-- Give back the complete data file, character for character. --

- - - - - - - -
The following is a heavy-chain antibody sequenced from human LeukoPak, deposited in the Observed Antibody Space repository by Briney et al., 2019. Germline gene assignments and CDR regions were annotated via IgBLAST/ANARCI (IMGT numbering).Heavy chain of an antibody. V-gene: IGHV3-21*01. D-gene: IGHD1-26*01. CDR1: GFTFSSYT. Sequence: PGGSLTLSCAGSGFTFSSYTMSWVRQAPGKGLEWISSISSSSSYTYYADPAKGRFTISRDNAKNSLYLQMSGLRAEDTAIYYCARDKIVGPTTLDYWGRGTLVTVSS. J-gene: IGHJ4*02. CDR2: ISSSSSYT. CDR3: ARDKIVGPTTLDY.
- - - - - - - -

The following is a heavy-chain antibody sequenced from human LeukoPak, deposited in the Observed Antibody Space repository by Briney et al., 2019. Germline gene assignments and CDR regions were annotated via IgBLAST/ANARCI (IMGT numbering).Heavy chain of an antibody. V-gene: IGHV3-21*01. D-gene: IGHD1-26*01. CDR1: GFTFSSYT. Sequence: PGGSLTLSCAGSGFTFSSYTMSWVRQAPGKGLEWISSISSSSSYTYYADPAKGRFTISRDNAKNSLYLQMSGLRAEDTAIYYCARDKIVGPTTLDYWGRGTLVTVSS. J-gene: IGHJ4*02. CDR2: ISSSSSYT. CDR3: ARDKIVGPTTLDY.